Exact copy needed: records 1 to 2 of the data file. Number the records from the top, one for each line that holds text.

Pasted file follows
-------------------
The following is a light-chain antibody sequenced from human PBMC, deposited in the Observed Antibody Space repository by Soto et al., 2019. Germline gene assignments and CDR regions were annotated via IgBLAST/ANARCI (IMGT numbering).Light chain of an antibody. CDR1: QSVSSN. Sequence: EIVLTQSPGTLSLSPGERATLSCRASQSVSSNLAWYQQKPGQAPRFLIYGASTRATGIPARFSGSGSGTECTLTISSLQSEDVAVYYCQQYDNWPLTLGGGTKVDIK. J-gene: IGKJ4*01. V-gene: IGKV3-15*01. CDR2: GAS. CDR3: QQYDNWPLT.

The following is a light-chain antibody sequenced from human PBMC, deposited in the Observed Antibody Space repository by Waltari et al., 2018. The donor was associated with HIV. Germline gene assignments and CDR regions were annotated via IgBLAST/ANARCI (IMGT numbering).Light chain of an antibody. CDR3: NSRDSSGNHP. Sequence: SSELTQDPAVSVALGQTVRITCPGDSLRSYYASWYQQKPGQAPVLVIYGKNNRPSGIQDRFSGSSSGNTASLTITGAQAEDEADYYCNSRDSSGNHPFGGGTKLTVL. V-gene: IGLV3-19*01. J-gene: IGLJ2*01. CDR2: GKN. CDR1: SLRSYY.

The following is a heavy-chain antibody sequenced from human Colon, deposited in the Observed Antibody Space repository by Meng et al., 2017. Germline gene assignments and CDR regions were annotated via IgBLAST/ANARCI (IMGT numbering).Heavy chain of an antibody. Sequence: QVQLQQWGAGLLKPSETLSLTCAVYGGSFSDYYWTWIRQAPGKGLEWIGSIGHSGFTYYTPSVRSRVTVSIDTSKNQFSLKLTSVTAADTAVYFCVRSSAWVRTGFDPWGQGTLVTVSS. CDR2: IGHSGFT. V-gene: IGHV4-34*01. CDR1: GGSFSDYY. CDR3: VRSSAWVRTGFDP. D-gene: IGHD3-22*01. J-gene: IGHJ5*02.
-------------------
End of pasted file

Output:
The following is a light-chain antibody sequenced from human PBMC, deposited in the Observed Antibody Space repository by Soto et al., 2019. Germline gene assignments and CDR regions were annotated via IgBLAST/ANARCI (IMGT numbering).Light chain of an antibody. CDR1: QSVSSN. Sequence: EIVLTQSPGTLSLSPGERATLSCRASQSVSSNLAWYQQKPGQAPRFLIYGASTRATGIPARFSGSGSGTECTLTISSLQSEDVAVYYCQQYDNWPLTLGGGTKVDIK. J-gene: IGKJ4*01. V-gene: IGKV3-15*01. CDR2: GAS. CDR3: QQYDNWPLT.

The following is a light-chain antibody sequenced from human PBMC, deposited in the Observed Antibody Space repository by Waltari et al., 2018. The donor was associated with HIV. Germline gene assignments and CDR regions were annotated via IgBLAST/ANARCI (IMGT numbering).Light chain of an antibody. CDR3: NSRDSSGNHP. Sequence: SSELTQDPAVSVALGQTVRITCPGDSLRSYYASWYQQKPGQAPVLVIYGKNNRPSGIQDRFSGSSSGNTASLTITGAQAEDEADYYCNSRDSSGNHPFGGGTKLTVL. V-gene: IGLV3-19*01. J-gene: IGLJ2*01. CDR2: GKN. CDR1: SLRSYY.